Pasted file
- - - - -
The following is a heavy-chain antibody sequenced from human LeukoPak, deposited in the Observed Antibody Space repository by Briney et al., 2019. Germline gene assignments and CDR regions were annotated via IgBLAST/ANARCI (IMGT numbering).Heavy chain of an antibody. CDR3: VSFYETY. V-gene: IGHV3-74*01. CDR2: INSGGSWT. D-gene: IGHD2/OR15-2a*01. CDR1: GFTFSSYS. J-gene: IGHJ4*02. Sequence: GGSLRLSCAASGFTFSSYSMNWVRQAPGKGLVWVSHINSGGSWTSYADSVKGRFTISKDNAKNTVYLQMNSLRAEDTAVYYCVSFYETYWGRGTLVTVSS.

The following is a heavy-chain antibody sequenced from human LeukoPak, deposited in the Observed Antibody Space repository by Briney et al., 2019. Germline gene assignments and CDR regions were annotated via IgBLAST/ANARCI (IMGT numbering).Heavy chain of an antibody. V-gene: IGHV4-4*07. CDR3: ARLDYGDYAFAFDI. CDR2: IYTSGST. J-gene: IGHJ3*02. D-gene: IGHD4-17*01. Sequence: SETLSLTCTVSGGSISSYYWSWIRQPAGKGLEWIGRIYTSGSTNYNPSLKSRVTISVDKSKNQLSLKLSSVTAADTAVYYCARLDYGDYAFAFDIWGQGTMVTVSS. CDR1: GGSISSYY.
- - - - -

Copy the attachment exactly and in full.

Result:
The following is a heavy-chain antibody sequenced from human LeukoPak, deposited in the Observed Antibody Space repository by Briney et al., 2019. Germline gene assignments and CDR regions were annotated via IgBLAST/ANARCI (IMGT numbering).Heavy chain of an antibody. CDR3: VSFYETY. V-gene: IGHV3-74*01. CDR2: INSGGSWT. D-gene: IGHD2/OR15-2a*01. CDR1: GFTFSSYS. J-gene: IGHJ4*02. Sequence: GGSLRLSCAASGFTFSSYSMNWVRQAPGKGLVWVSHINSGGSWTSYADSVKGRFTISKDNAKNTVYLQMNSLRAEDTAVYYCVSFYETYWGRGTLVTVSS.

The following is a heavy-chain antibody sequenced from human LeukoPak, deposited in the Observed Antibody Space repository by Briney et al., 2019. Germline gene assignments and CDR regions were annotated via IgBLAST/ANARCI (IMGT numbering).Heavy chain of an antibody. V-gene: IGHV4-4*07. CDR3: ARLDYGDYAFAFDI. CDR2: IYTSGST. J-gene: IGHJ3*02. D-gene: IGHD4-17*01. Sequence: SETLSLTCTVSGGSISSYYWSWIRQPAGKGLEWIGRIYTSGSTNYNPSLKSRVTISVDKSKNQLSLKLSSVTAADTAVYYCARLDYGDYAFAFDIWGQGTMVTVSS. CDR1: GGSISSYY.